BoT okays Treasury Bills oversubscribed by 173bn/

BoT Governor Prof Benno Ndulu
The Bank of Tanzania (BoT) has accepted 46 per cent more than the amount it announced for sale on Wednesday as investors oversubscribed the Treasury Bills by 173.2/- at an affordable cost.

On Monday, the central bank floated Treasury Bills worth 100bn/-but it accepted 146.7bn/- out of 273.2bn/- tendered during the auction.

It is the first time the BoT has received more than its target in 2012, although recent trends have seen investors oversubscribe government securities while the weighted average yields have slowed down.

Securities market analysts say this is because It is the first time the BoT has received more than its target in 2012, although recent trends have seen investors oversubscribe government securities while the weighted average yields have slowed down.

 “It is a fact that the government is in financial problems,” says Mr Joel Nkya, an analyst with Tanzania Securities.  “I think they have decided to borrow more than their target because most bidders bid at prices which are within their acceptable ranges.”

According to Mr Nkya, the rates are going down due to easing of government liquidity policy.

“Repo rates have gone down, a factor that has increased supply of money in the economy,” he adds. “With excess supply, rates ought to go down as they are doing now.”

The weighted average yields continued to drop for all maturities compared with the previous sale. The yields for the 364-day maturity slowed from 15.30 per cent on February 1st, 2012, to 12.45 per cent on Wednesday while the 182-day maturity dropped from 16.21 per cent to 13.33 per cent.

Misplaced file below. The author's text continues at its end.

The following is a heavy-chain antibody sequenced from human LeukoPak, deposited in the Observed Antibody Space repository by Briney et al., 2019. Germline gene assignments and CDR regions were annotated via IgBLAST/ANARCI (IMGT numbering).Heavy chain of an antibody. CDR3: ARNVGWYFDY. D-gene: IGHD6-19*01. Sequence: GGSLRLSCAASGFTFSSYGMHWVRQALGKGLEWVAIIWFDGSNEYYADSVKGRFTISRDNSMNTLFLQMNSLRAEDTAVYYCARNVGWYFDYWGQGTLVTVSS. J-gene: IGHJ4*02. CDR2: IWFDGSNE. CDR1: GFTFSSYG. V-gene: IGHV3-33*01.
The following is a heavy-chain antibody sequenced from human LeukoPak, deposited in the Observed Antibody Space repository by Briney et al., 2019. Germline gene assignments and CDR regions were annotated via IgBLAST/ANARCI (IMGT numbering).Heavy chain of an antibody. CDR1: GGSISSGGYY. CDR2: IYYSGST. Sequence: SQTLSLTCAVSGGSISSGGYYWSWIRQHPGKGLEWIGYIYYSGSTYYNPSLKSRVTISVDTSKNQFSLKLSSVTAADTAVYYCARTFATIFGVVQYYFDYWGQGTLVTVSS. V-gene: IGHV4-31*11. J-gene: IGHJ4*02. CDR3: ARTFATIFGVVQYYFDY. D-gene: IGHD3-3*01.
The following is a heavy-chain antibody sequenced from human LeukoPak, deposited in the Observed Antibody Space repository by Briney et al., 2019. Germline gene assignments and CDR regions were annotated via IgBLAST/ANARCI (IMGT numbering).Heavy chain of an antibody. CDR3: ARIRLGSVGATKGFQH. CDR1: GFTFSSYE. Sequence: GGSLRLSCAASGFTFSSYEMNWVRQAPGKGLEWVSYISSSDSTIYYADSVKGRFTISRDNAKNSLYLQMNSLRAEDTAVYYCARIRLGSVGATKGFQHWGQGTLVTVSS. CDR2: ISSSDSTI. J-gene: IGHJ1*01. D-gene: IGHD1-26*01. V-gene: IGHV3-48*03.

The 91-day maturity yield also decreased from 13.18 per cent previously to 11.78 per cent on Wednesday and the 35-day maturity slightly declined from 7.73 per cent to 7.31 per cent.

Tanzania Securities CEO, Moremi Marwa, said it is normal for the central bank to take more than the amount it offers for sale if the investors bid at a  lower cost.

However, the central bank accepts more than its amount offered when there is a high demand for the money,” he explains.

“Currently, investors are bidding at lower rates because they are confident that inflation rate is going down.” The inflation rate slightly dropped in January to 19.7 per cent from 19.8 per cent recorded in December.
Source: The Citizen,www.thecitizen.co.tz, reported by Alawi Masare

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